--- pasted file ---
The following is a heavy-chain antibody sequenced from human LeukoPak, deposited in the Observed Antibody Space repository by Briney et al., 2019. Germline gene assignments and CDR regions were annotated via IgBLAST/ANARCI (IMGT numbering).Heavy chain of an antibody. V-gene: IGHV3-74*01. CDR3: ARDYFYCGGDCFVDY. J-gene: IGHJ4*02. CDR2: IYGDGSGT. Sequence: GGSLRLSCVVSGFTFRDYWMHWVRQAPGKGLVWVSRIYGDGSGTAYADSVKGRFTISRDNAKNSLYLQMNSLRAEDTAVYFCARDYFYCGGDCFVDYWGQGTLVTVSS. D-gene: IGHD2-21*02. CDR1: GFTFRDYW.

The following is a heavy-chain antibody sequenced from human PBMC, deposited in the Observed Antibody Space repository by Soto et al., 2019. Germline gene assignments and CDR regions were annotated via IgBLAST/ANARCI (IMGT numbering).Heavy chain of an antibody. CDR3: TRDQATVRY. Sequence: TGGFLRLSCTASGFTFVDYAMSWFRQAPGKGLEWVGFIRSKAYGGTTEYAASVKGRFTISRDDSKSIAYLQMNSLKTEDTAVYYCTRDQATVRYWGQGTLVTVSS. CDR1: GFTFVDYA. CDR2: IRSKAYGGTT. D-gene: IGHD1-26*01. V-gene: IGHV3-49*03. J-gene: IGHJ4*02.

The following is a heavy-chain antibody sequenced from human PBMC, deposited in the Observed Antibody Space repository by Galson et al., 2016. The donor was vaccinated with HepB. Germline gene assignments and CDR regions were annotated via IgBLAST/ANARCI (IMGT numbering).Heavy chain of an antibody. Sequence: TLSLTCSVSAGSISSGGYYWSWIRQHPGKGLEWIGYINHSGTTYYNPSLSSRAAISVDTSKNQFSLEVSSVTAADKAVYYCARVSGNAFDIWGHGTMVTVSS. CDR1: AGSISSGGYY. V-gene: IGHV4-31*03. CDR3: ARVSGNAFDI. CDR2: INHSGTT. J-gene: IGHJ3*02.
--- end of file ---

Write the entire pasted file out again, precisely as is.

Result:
The following is a heavy-chain antibody sequenced from human LeukoPak, deposited in the Observed Antibody Space repository by Briney et al., 2019. Germline gene assignments and CDR regions were annotated via IgBLAST/ANARCI (IMGT numbering).Heavy chain of an antibody. V-gene: IGHV3-74*01. CDR3: ARDYFYCGGDCFVDY. J-gene: IGHJ4*02. CDR2: IYGDGSGT. Sequence: GGSLRLSCVVSGFTFRDYWMHWVRQAPGKGLVWVSRIYGDGSGTAYADSVKGRFTISRDNAKNSLYLQMNSLRAEDTAVYFCARDYFYCGGDCFVDYWGQGTLVTVSS. D-gene: IGHD2-21*02. CDR1: GFTFRDYW.

The following is a heavy-chain antibody sequenced from human PBMC, deposited in the Observed Antibody Space repository by Soto et al., 2019. Germline gene assignments and CDR regions were annotated via IgBLAST/ANARCI (IMGT numbering).Heavy chain of an antibody. CDR3: TRDQATVRY. Sequence: TGGFLRLSCTASGFTFVDYAMSWFRQAPGKGLEWVGFIRSKAYGGTTEYAASVKGRFTISRDDSKSIAYLQMNSLKTEDTAVYYCTRDQATVRYWGQGTLVTVSS. CDR1: GFTFVDYA. CDR2: IRSKAYGGTT. D-gene: IGHD1-26*01. V-gene: IGHV3-49*03. J-gene: IGHJ4*02.

The following is a heavy-chain antibody sequenced from human PBMC, deposited in the Observed Antibody Space repository by Galson et al., 2016. The donor was vaccinated with HepB. Germline gene assignments and CDR regions were annotated via IgBLAST/ANARCI (IMGT numbering).Heavy chain of an antibody. Sequence: TLSLTCSVSAGSISSGGYYWSWIRQHPGKGLEWIGYINHSGTTYYNPSLSSRAAISVDTSKNQFSLEVSSVTAADKAVYYCARVSGNAFDIWGHGTMVTVSS. CDR1: AGSISSGGYY. V-gene: IGHV4-31*03. CDR3: ARVSGNAFDI. CDR2: INHSGTT. J-gene: IGHJ3*02.